Once I was a clever boy learning the arts of Oxford... is a quotation from the verses written by Bishop Richard Fleming (c.1385-1431) for his tomb in Lincoln Cathedral. Fleming, the founder of Lincoln College in Oxford, is the subject of my research for a D. Phil., and, like me, a son of the West Riding. I have remarked in the past that I have a deeply meaningful on-going relationship with a dead fifteenth century bishop... it was Fleming who, in effect, enabled me to come to Oxford and to learn its arts, and for that I am immensely grateful.

Monday, 1 March 2021

The Glory that was Rome

Today the remains of the Mausoleum of the Emperor Augustus reopens in Rome after a lengthy period of restoration. 

There are articles about the remains and their history from the Mail Online at Mausoleum built 2,000 years ago for Rome's first emperor  is restored  and from iNews at Rome's Mausoleum of Augustus reopens after 100 years of neglect There is an outline of the restoration project from its organisers at The Mausoleum of AugustusClassical Wisdom has a post about the choices implicit and explicit in the design of the Mausoleum at The Mausoleum of Augustus: Propaganda, Deification and Dynasty

Mausoleum Augustus
A model of the Mausoleum of Augustus 
Image: colosseumtickets.com
Today the Mausoleum, stripped of its marble facing and decoration, may be but the core of what once existed, but restoring the remains and making them physically and intellectually accessible is clearly an excellent thing to do.

The bronze statue of Augustus which crowned the Mausoleum is often thought to have been copied in the marble statue discovered in Livia’s villa at Primaporta as well as in other copies as an official depiction of the Emperor, perpetually young and confident, the author of peace and master of his world. As Emperor Augustus never updated his portrait on the coinage - he was always to be presented as in the prime of life.

The Primaporta statue is considered in two videos on YouTube which can be seen at Augustus of Primaporta, power and propaganda and The true colors of Augustus of Prima PortaThis is also a reminder that Classical statues were painted to be lifelike, rather than the polished pale marble we have been so accustomed to since at least the Italian Renaissance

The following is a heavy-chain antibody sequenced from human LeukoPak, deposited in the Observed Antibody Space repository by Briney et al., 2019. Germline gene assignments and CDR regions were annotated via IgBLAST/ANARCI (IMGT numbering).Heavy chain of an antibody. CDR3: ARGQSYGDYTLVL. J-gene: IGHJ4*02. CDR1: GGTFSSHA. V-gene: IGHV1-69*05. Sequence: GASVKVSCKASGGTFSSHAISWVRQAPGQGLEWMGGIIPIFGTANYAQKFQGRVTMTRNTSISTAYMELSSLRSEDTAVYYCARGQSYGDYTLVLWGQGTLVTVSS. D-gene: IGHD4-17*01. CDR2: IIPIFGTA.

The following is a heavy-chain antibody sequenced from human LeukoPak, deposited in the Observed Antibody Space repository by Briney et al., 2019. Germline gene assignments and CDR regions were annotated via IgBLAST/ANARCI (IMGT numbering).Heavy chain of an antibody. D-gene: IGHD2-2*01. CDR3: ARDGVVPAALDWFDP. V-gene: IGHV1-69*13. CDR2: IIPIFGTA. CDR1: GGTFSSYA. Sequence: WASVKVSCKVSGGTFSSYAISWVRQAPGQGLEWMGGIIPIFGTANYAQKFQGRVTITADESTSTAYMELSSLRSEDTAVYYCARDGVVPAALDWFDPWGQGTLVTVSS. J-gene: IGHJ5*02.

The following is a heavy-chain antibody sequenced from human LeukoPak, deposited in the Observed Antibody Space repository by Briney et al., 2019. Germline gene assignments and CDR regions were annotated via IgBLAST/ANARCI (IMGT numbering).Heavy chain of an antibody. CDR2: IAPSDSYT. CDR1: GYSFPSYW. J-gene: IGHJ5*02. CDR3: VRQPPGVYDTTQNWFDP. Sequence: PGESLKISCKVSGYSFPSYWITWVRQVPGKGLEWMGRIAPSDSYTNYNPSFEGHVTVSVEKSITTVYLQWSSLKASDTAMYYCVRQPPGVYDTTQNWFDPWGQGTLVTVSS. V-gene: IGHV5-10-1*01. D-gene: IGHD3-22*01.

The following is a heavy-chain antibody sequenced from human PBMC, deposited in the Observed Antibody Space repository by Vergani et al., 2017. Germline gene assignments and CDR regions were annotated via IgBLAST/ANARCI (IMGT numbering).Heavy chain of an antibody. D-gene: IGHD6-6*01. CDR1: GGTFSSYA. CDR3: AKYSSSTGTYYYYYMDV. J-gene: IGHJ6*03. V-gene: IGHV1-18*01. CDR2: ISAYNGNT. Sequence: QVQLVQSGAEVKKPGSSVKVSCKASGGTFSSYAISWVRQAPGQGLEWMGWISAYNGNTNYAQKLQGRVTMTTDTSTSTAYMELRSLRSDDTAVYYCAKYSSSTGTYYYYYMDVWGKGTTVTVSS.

New archaeological techniques have revealed the plan of the Roman city of Falerii Novi entirely through radar imaging and suggest that this is a significant site, with a relationship to a sacral landscape as well as all the accustomed amenities of civic life. The discoveries are outlined at Archaeologists map ancient Roman city buried underground

Meanwhile at Pompeii a wall painting depicting hunting scenes which was uncovered in the 1913-14 but which had deteriorated due to exposure has been restored and conserved as can be seen in a Mail Online report at Lasers removed stains on fresco in Pompeii's House of the Ceii

The continuing excavations of the city have now yielded a truly remarkable find, even by the standards of that remarkable site, in the form of a ceremonial chariot, possibly used in connection with wedding celebrations. There  are accounts of the discovery which can be seen from BBC News at Pompeii: Archaeologists unveil ceremonial chariot discovery and from the Guardian at Archaeologists find unique ceremonial vehicle near Pompeii

Somewhat later in time and on the north west perifery of the Empire debates about aspects of life around Hadrian’s Wall continue as outlined in a report in the online Daily Express which can be seen at Archaeologists stumped by 'so many remaining mysteries' at elusive Hadrian's Wall

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